Travelers Casualty Insurance Company of America v. American Home Realty Network, Inc. et al

Filing 34

ORDER by Judge Hamilton granting 19 Motion to Dismiss; terminating 25 Motion for Summary Judgment (pjhlc1, COURT STAFF) (Filed on 1/24/2013)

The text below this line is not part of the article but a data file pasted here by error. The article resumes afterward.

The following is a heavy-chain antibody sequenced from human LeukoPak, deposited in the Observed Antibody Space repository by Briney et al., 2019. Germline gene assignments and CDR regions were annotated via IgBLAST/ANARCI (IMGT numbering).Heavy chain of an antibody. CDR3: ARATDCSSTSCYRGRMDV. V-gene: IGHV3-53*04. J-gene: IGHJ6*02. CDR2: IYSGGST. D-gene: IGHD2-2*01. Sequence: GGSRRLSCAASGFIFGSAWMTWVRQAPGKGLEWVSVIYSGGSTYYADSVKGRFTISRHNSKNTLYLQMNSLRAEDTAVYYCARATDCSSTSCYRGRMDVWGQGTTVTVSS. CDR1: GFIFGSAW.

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1 2 3 4 UNITED STATES DISTRICT COURT 5 NORTHERN DISTRICT OF CALIFORNIA 6 7 8 9 TRAVELERS CASUALTY INSURANCE COMPANY OF AMERICA, et al., 11 For the Northern District of California United States District Court 10 Plaintiffs, No. C 12-2637 PJH 12 v. ORDER GRANTING MOTION TO DISMISS 13 14 AMERICAN HOME REALTY NETWORK, INC., et al., 15 Defendants. _______________________________/ 16 17 Defendants’ motion to dismiss the complaint in the above-entitled action came on for 18 hearing before this court on January 16, 2013. Plaintiffs appeared by their counsel 19 Nicholas J. Boos, and defendants appeared by their counsel Alexander J. Berline. Having 20 read the parties’ papers and carefully considered their arguments and the relevant legal 21 authority, the court hereby GRANTS the motion as follows. 22 23 BACKGROUND In this insurance coverage action, plaintiffs Travelers Casualty Insurance Company 24 of America and Travelers Indemnity Company of Connecticut (collectively, “Travelers”) 25 seek a judicial declaration that they have no duty to defend defendants American Home 26 Realty Network, Inc. (“AHR”) and Jonathan Cardella (“Cardella”) in two underlying copyright 27 infringement actions pending in, respectively, the U.S. District Court for the District of 28 Maryland and the U.S. District Court for the District of Minnesota. Travelers issued three commercial general liability insurance policies that are at 1 2 issue in this lawsuit. On March 28, 2012, Metropolitan Regional Information Systems, Inc. 3 (“Metropolitan”) filed a complaint against AHR, Cardella, and the National Association of 4 Realtors in the U.S. District Court for the District of Maryland (No. C-12-0954) (the 5 “Metropolitan action”). Metropolitan asserts claims against AHR for copyright infringement 6 (direct, induced, contributory, and vicarious), false designation of origin, unfair competition 7 under the Lanham Act, conversion, and unjust enrichment, based on defendants’ alleged 8 misappropriation of information and photographs from Metropolitan’s copyrighted Multiple 9 Listing Services (“MLS”) database that serves Maryland, Washington D.C., Virginia, and portions of Pennsylvania, Delaware, and West Virginia. 11 For the Northern District of California United States District Court 10 On April 18, 2012, the Regional Multiple Listing Service of Minnesota filed a 12 complaint against AHR in the U.S. District Court for the District of Minnesota (No. C-12- 13 0965) (the “Regional action”), alleging copyright infringement of compilation content, and 14 copyright infringement of photographs, based on defendants’ alleged misappropriation of 15 the plaintiff’s copyrighted MLS database serving Minnesota and western Wisconsin. 16 AHR notified Travelers of the pendency of the Metropolitan complaint on April 9, 17 2012, and requested a defense and indemnity for AHR and Cardella. After an 18 investigation, Travelers sent a letter dated June 7, 2012, in which it accepted the tender of 19 defense under a full reservation of rights. AHR also notified Travelers of the pendency of 20 the Regional complaint on April 25, 2012, and requested a defense and indemnity for AHR. 21 After investigating the matter, Travelers declined the tender, in a letter dated June 19, 22 2012. 23 Travelers filed the present action on May 22, 2012, seeking a judicial declaration as 24 to whether it has a duty to defend AHR or Cardella in the Metropolitan action and as to 25 whether it has a duty to defend AHR in the Regional action; and also seeking 26 reimbursement of its attorneys’ fees and expenses already incurred in the defense of the 27 Metropolitan action. On September 18, 2012, Travelers filed a first amended complaint 28 (“FAC”). 2 Defendants now seek an order dismissing the FAC, or in the alternative, staying it 1 2 pending resolution of the Metropolitan action. 3 4 5 DISCUSSION A. Legal Standard Under the Declaratory Judgment Act (“DJA”), the Court “may declare the rights and “actual controversy.” 28 U.S.C. § 2201(a); see also U.S. Const. art. III, § 2, cl. 1 (limiting 8 the federal judicial power to actual cases and controversies). “[T]he question in each case 9 is whether the facts alleged, under all the circumstances, show that there is a substantial 10 controversy, between parties having adverse legal interests, of sufficient immediacy and 11 For the Northern District of California other legal relations of any interested party seeking such declaration” when there is an 7 United States District Court 6 reality to warrant the issuance of a declaratory judgment.” MedImmune, Inc. v. Genentech, 12 Inc., 549 U.S. 118, 127 (2007) (quoting Maryland Cas. Co. v. Pac. Coal & Oil Co., 312 U.S. 13 270, 273 (1941). 14 The burden is on the party seeking declaratory relief to establish the existence of an 15 actual controversy. DaimlerChrysler Corp. v. Cuno, 547 U.S. 332, 342 (2006). If the court 16 determines that an actual controversy does not exist, it may dismiss the declaratory relief 17 action for lack of subject matter jurisdiction under Federal Rule of Civil Procedure 12(b)(1). 18 If the court determines that an actual controversy does exist, it must then decide 19 “whether to exercise its discretion to take jurisdiction over the declaratory judgment action.” 20 Principal Life Ins. Ca v. Robinson, 394 F.3d 665, 669 (9th Cir. 2004). In making this 21 determination, “[t]he district court should avoid needless determination of state law issues; 22 it should discourage litigants from filing declaratory actions as a means of forum shopping; 23 and it should avoid duplicative litigation.” Government Emps. Ins. Co. v. Dizol, 133 F.3d 24 1220, 1225 (9th Cir.1998) (citing Brillhart v. Excess Ins. Co. of Am., 316 U.S. 491 (1942)); 25 see also id. at 1225 n.5 (citing additional relevant factors). 26 Nevertheless, “there is no presumption of abstention in declaratory actions 27 generally, nor in insurance coverage cases specifically.” Id. at 1225. That is, there is no 28 authority barring an insurer from invoking diversity jurisdiction to bring a declaratory 3 1 judgment action against an insured on an issue of coverage. Id. Moreover, if other claims 2 are joined with an action for declaratory relief, the district court should not, as a general 3 rule, remand or decline to entertain the claims for declaratory relief. Id. On the other hand, the mere presence of a claim for monetary relief does not mean 4 5 that the district court must accept jurisdiction, where the action is “primarily declaratory in 6 nature.” United Nat’l Ins. Co. v. R&D Latex Corp., 242 F.3d 1102, 1112 (9th Cir. 2001). 7 Rather, the court must analyze 8 whether the claim for monetary relief is independent in the sense that it could be litigated in federal court even if no declaratory claim had been filed. In other words, the district court should consider whether it has subject matter jurisdiction over the monetary claim alone, and if so, whether that claim must be joined with one for declaratory relief. 9 11 For the Northern District of California United States District Court 10 Id. at 1113. 12 B. 13 Defendants’ Motion Defendants make four main arguments in support of their motion – that this case 14 should be dismissed because exercising jurisdiction under the circumstances presented by 15 this case constitutes reversible error, and even if it does not, the Declaratory Judgment Act 16 favors dismissal; that dismissal is also appropriate because the court lacks subject matter 17 jurisdiction; that dismissal is further appropriate because this claim is not ripe for 18 adjudication; and that if the court finds that jurisdiction is mandatory with regard to the 19 Metropolitan action claims, a stay is appropriate until after the Metropolitan action has been 20 resolved. 21 As the court indicated at the hearing, there is nothing per se improper about a 22 federal district court exercising jurisdiction under the Declaratory Judgment Act over an 23 insurance coverage dispute, regardless of where the underlying action is pending. 24 Nevertheless, the court must have jurisdiction over the complaint. 25 The Declaratory Judgment Act does not create an independent basis for subject 26 matter jurisdiction. See Vaden v. Discovery Bank, 556 U.S. 49, 70 n.19 (2009) (“the 27 Declaratory Judgment Act does not enlarge the jurisdiction of the federal courts; it is 28 procedural only”) (quotations omitted); Gritchen v. Collier, 254 F.3d 807, 811 (9th Cir. 4 1 2001) (“The Declaratory Judgment Act . . . applies only if federal jurisdiction independently 2 exists”); Staacke v. United States Secretary of Labor, 841 F.2d 278, 280 (9th Cir. 1988) 3 (Declaratory Judgment Act does not itself confer federal subject matter jurisdiction; rather, 4 a declaratory judgment plaintiff must establish an independent basis for such jurisdiction.). 5 Here, Travelers asserts diversity jurisdiction pursuant to 28 U.S.C. § 1332. Defendants 6 contend that dismissal is warranted because the amount-in-controversy requirement has 7 not been met, and thus, the court lacks subject matter jurisdiction. Atlas Global Group, LP, 541 U.S 567, 570-72 (2004); see also Morongo Band of Mission 10 Indians v. Calif. State Bd. of Equalization, 858 F.2d 1376, 1380 (9th Cir. 1988) (looking to 11 For the Northern District of California Diversity jurisdiction is measured at the time the lawsuit is filed. Grupo Dataflux v. 9 United States District Court 8 original complaint, and not amended complaint, for subject matter jurisdiction). 12 Defendants assert that because Travelers declined coverage under the 13 Regional action, there is no amount in controversy as to that case. As for both the 14 Metropolitan case and the Regional case, defendants argue that because Travelers had 15 not issued a coverage decision as of May 22, 2012 when the original complaint was filed 16 (and as to the Metropolitan case, had not sent the reservation of rights agreeing to defend 17 in that case), there was no amount in controversy as of that date as to either of the 18 underlying actions. For this reason, defendants assert, Travelers’ defense costs at the 19 time the present action was commenced were close to zero – and at any rate, nowhere 20 near the $75,000 jurisdictional minimum. 21 The court finds that Travelers’ motion to dismiss the case for lack of subject matter 22 jurisdiction must be GRANTED. As noted above, diversity jurisdiction is determined as of 23 the time the complaint is filed. See Morongo Band, 858 F.2d at 1380. Since Travelers did 24 not notify defendants that it had accepted the tender of the Metropolitan action until June 7, 25 2012, and had not incurred any defense costs until that point, there was no amount in 26 controversy as of May 22, 2012 when the complaint was filed – and thus, no diversity 27 jurisdiction. Also, while Travelers has incurred defense costs in the Metropolitan action 28 since June 2012 when it accepted the tender, it appears that there has never been an 5 1 amount in controversy as to the Regional action, since Travelers refused the tender and 2 has not provided any defense. 3 Travelers’ position, as stated in its papers and by counsel at the hearing, is that 4 when it filed the complaint, it alleged in “good faith” that there was $75,000 in controversy, 5 and that the court is required to accept that representation. However, it seems clear that 6 when Travelers filed the complaint on May 22, 2012, it was fully aware that it had not 7 accepted the tender of defense as of that date. 8 9 Having found that there was no subject matter jurisdiction at the time the original complaint was filed, the court finds it unnecessary to address defendants’ arguments regarding the Dizol/Brillhart factors and the discretionary exercise of jurisdiction over claims 11 For the Northern District of California United States District Court 10 brought under the Declaratory Judgment Act, other than to observe that it finds Travelers’ 12 arguments to be more persuasive. The alternative motion to stay is DENIED as moot. 13 CONCLUSION 14 In accordance with the foregoing, the motion to dismiss is GRANTED. Should 15 Travelers opt to re-file the action, seeking a judicial declaration regarding their duty to 16 defend in both the Metropolitan and Regional actions, the court notes that the joinder of 17 claims relating to both underlying actions may be improper. See Federal Rules of Civil 18 Procedure 20, 21. 19 20 IT IS SO ORDERED. 21 Dated: January 24, 2013 _________________________ PHYLLIS J. HAMILTON United States District Judge 22 23 24 25 26 27 28 6